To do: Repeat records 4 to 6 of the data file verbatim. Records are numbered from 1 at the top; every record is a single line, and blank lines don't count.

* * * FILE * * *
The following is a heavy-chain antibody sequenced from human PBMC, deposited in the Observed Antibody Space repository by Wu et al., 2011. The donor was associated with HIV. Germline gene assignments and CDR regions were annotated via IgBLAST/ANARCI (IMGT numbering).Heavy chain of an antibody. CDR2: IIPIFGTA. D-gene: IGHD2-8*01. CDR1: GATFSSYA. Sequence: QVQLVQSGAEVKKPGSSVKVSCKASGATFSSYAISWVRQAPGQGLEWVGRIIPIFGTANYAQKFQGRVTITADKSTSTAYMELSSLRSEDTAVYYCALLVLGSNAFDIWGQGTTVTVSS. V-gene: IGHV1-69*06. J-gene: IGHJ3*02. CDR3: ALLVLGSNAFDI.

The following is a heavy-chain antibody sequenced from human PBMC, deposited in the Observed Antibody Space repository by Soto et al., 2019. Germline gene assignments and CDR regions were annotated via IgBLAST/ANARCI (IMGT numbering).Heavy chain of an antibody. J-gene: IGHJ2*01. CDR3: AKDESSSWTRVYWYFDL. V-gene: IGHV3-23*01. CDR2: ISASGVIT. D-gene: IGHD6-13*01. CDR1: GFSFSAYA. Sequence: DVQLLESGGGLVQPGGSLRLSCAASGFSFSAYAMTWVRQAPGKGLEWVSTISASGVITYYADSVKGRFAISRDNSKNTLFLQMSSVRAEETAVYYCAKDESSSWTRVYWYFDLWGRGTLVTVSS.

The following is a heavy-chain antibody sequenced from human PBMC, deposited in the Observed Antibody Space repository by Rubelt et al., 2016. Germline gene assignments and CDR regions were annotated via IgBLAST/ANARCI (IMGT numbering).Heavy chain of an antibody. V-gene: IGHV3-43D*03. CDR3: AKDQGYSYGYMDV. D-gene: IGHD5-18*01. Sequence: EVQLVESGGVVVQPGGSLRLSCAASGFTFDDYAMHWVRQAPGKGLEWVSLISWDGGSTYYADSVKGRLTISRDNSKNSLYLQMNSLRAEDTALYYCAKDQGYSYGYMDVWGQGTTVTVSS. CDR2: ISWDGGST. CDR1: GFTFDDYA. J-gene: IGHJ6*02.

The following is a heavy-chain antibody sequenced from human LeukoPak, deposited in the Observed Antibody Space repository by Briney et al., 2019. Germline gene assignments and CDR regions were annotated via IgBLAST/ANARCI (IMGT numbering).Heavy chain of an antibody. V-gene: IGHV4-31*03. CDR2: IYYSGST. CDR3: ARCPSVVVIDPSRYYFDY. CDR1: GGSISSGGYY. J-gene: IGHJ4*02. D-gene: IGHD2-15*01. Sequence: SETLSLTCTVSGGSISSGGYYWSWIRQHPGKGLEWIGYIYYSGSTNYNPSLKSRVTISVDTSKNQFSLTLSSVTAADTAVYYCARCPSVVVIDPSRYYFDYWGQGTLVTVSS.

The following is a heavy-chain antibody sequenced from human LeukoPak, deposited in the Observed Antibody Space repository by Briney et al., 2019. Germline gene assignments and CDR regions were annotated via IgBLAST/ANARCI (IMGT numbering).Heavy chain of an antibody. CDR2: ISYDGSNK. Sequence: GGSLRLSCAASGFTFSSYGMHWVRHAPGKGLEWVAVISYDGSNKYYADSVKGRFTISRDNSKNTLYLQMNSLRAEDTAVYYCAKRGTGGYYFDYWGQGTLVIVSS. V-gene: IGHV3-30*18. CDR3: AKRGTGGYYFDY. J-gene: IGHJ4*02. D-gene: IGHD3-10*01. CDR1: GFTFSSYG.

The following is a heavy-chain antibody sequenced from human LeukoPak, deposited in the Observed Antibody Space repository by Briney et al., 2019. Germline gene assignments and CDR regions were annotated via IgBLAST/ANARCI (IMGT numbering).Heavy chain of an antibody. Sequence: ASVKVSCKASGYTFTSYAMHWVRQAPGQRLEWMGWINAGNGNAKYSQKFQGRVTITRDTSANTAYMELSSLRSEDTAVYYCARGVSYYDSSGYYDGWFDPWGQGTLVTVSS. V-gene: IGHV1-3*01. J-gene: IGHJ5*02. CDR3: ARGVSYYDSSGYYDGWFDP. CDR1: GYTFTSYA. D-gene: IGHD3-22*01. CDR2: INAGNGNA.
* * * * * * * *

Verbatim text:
The following is a heavy-chain antibody sequenced from human LeukoPak, deposited in the Observed Antibody Space repository by Briney et al., 2019. Germline gene assignments and CDR regions were annotated via IgBLAST/ANARCI (IMGT numbering).Heavy chain of an antibody. V-gene: IGHV4-31*03. CDR2: IYYSGST. CDR3: ARCPSVVVIDPSRYYFDY. CDR1: GGSISSGGYY. J-gene: IGHJ4*02. D-gene: IGHD2-15*01. Sequence: SETLSLTCTVSGGSISSGGYYWSWIRQHPGKGLEWIGYIYYSGSTNYNPSLKSRVTISVDTSKNQFSLTLSSVTAADTAVYYCARCPSVVVIDPSRYYFDYWGQGTLVTVSS.

The following is a heavy-chain antibody sequenced from human LeukoPak, deposited in the Observed Antibody Space repository by Briney et al., 2019. Germline gene assignments and CDR regions were annotated via IgBLAST/ANARCI (IMGT numbering).Heavy chain of an antibody. CDR2: ISYDGSNK. Sequence: GGSLRLSCAASGFTFSSYGMHWVRHAPGKGLEWVAVISYDGSNKYYADSVKGRFTISRDNSKNTLYLQMNSLRAEDTAVYYCAKRGTGGYYFDYWGQGTLVIVSS. V-gene: IGHV3-30*18. CDR3: AKRGTGGYYFDY. J-gene: IGHJ4*02. D-gene: IGHD3-10*01. CDR1: GFTFSSYG.

The following is a heavy-chain antibody sequenced from human LeukoPak, deposited in the Observed Antibody Space repository by Briney et al., 2019. Germline gene assignments and CDR regions were annotated via IgBLAST/ANARCI (IMGT numbering).Heavy chain of an antibody. Sequence: ASVKVSCKASGYTFTSYAMHWVRQAPGQRLEWMGWINAGNGNAKYSQKFQGRVTITRDTSANTAYMELSSLRSEDTAVYYCARGVSYYDSSGYYDGWFDPWGQGTLVTVSS. V-gene: IGHV1-3*01. J-gene: IGHJ5*02. CDR3: ARGVSYYDSSGYYDGWFDP. CDR1: GYTFTSYA. D-gene: IGHD3-22*01. CDR2: INAGNGNA.